Rejoicing in the Successes of Others
Why is it difficult for us to truly rejoice in the success of another?It saddens me that, in today's society, when someone says they are a doctor, lawyer, CEO, etc. they get suddenly get treated a little differently. It may be subtle, it may be obvious, or, hopefully, not at all. A person who works incredibly hard to be where they are gets suddenly looked down upon or treated differently because they are making more money.
It's gotten to the point where many are ashamed to say what they do or where they went to school. We were at a wedding a few months back where we were reunited with old friends. Everyone was saying what they did now, and Vincent very shyly and quietly said he was in medical school. Later, he said he felt awkward and "bad" about it. Thankfully, his old friends were in the category of not treating anyone differently based on their successes. But it was sad that Vincent had been "trained" by society that it's good to have success, but not good to have too much success.
If someone succeeds, we should rejoice! Whether it's getting married, getting a first job as...anything- first jobs are huge!, graduating medical school, having a child, buying a home, getting a "B" in a tough class, being a great singer, reading a book for the first time, or even becoming the President of the United States (well, it depends on who it is before that rejoicing takes place ;) ).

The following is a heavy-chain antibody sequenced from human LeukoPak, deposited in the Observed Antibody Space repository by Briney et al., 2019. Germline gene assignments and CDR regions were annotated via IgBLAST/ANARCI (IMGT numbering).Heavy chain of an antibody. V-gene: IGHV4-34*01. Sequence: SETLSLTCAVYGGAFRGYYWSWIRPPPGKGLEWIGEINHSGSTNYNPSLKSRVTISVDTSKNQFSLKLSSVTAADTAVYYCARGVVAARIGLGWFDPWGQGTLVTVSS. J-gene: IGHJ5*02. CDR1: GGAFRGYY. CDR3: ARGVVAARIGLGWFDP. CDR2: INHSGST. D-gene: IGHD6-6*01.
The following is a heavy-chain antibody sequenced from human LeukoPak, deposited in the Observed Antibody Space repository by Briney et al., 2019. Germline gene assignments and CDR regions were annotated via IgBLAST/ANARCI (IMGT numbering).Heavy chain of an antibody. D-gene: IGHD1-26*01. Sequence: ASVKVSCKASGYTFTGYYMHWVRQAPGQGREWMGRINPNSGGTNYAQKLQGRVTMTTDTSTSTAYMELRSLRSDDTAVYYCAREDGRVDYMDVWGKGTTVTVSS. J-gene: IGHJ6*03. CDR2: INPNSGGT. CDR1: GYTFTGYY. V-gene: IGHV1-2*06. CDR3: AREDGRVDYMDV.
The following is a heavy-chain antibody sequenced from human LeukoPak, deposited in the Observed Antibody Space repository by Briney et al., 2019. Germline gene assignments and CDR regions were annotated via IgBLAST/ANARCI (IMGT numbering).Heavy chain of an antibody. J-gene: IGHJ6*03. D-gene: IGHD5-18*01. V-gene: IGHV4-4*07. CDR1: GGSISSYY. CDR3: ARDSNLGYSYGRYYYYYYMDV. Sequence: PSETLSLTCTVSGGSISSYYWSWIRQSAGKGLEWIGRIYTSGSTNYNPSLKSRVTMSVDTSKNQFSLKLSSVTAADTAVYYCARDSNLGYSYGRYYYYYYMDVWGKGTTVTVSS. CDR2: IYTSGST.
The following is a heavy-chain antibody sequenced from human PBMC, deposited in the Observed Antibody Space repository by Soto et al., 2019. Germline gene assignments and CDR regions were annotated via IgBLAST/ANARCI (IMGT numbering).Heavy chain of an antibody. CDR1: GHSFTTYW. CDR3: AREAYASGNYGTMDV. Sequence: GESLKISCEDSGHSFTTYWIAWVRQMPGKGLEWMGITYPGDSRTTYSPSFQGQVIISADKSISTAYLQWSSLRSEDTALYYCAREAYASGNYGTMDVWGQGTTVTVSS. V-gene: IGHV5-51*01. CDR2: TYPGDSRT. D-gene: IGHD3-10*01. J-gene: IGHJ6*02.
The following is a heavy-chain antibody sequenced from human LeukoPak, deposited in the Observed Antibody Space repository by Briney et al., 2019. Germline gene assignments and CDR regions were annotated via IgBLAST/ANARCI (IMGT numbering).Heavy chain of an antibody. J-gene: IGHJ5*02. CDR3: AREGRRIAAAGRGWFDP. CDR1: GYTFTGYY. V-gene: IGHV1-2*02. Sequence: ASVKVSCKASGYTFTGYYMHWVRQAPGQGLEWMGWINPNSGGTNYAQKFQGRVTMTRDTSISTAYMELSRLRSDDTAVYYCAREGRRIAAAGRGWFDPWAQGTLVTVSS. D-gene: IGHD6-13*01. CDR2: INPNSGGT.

I will admit that rejoicing in the successes of others has been a struggle of mine this past year.It was all good for the first few months of Harrison's life. He was actually right on track with other typical kids. He smiled on time, rolled over from side to side when he was supposed to, and reached for toys. Slowly, his little friends began to surpass him in milestones.
When Harrison was just learning to sit on his own, another kid his age was already causing havoc in her household by crawling and cruising along furniture. When Harrison was just learning to scoot around/army crawl, another kid his age was already causing a baby-proof-excursion for his parents by starting to walk.
I have had to learn to rejoice in those milestones that other kids are reaching. I have had to get excited and ask the moms or dads what new thing their kid is up to now.I've finally gotten to a point where I enjoy talking to other parents and finding out all the exciting adventures their kids are taking them on. If I see a kid feeding himself Cheerios, I smile instead of becoming envious (picking up small objects, like Cheerios, is a HUGE deal in this household). If I see a kid walking at 10 months, that's awesome! (I am actually OK with the whole 'average age for walking is 18-36 months for kids w/ DS' statistic.)
I've also learned to embrace Harrison's own successes. (By successes, I mean milestones... I don't want you to think that anyone is measured by their successes in life!) There are so many of them that I can't even begin to list them all! Read what he's been up to/ his exciting successes in upcoming blog posts.